“My professor who told me about the internship said to tell anyone else at the [student news]paper if they wanted to apply. I didn’t tell them about it.”
A brazen and candid statement from a fellow intern at a major regional publication. Admittedly, I didn’t tell anyone else about the internship until I also procured it. This is a technique rising in popularity to ward off potential competitors. Students are withholding information and downright competing with peers within their major in order to gain an edge.
My resume is bursting with descriptors, pointedly bolded and italicized and printed on high-quality cardstock. But if you ask any English major at Drexel University the extent of my experience, their answers would be scanty. I’m intentionally ambiguous because I’m fiercely competitive.
The spreading-the-wealth mentality is simply not relevant today. Millennials are facing grim circumstances post-graduation. According to a study by Georgetown University’s Center on Education and the Workforce, the unemployment rate of recent college graduates was 6.8% in 2012 (9.4% for humanities and liberal arts and 5.4% for both health and education).
With a not-so-promising outlook looming on the horizon, it’s no surprise rivalry normally reserved for entry-level positions is trickling down to the undergraduate set.
Competition is not limited to students of the humanities either. Take for instance, Nick Mengucci. I first met Mengucci while he was pursuing a nursing degree at James Madison University (JMU). Notably, the JMU bachelor’s of nursing program is not a direct-admit program. After completing 36 credits (including nursing prerequisites), maintaining above a 3.0 GPA and declaring a nursing major, students are merely considered for a spot in the program.
“Forget about making friends within my major,” he said. “By sophomore year, we’re all competing for the highest exam grade anyway.”
Mind you, 120 to 200 students apply each admission round for 90 spots. This purging process, while essential for a quality program, inherently breeds competition.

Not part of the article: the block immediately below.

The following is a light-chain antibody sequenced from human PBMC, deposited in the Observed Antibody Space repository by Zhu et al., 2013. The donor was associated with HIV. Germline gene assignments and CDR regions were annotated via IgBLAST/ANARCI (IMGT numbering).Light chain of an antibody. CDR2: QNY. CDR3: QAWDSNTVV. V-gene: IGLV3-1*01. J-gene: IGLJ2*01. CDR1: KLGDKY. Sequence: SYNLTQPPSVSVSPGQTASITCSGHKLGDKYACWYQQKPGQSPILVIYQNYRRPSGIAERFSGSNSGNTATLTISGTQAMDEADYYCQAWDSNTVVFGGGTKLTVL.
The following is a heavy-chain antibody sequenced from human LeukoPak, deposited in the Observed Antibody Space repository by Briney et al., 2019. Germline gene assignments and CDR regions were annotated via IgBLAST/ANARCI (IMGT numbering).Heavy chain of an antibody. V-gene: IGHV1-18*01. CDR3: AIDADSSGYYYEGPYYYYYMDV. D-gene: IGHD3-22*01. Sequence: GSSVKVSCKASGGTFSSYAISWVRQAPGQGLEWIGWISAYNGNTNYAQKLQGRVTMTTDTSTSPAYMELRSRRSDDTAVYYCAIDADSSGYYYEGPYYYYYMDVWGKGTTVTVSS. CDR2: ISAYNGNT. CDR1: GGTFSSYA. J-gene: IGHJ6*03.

“It definitely fosters an uncomfortable atmosphere when you can only view our peers as potential spots in a program,” said Mengucci, who has since transferred to into a guaranteed four-year nursing program at Moravian University.
Even students pursuing majors that are constantly cycling in new talent can fall victim. At Ryder University, third-year education majors are sent in pairs to a local school district to shadow a “co-op” teacher.
“Other than student teaching, it’s the best way to get to know a school district. You meet the principal, get to know the teachers and staff, and any impression you can make is huge when it comes to interviews down the road. I can remember going out of my way to ask if any teacher in the school, not just my co-op, needed copies made, something laminated,” said Katie Zeck, a senior education major at Ryder.
“At the end of the semester, I went to Barnes & Noble, got my co-op teacher a $25 gift card and wrote this really heartfelt note … but one of my roommates was also in my ed[ucation] class that semester and was placed in the same school. When she asked what I was getting my co-op teacher, I just said I was writing a thank-you note.”
Type-A personalities and achievement-striving are anything but new. With post-graduate employment becoming a commodity, college degree programs are slowly becoming incubators for fierce competitiveness. Like it or not, the pressure is on, folks.
Powered by Facebook Comments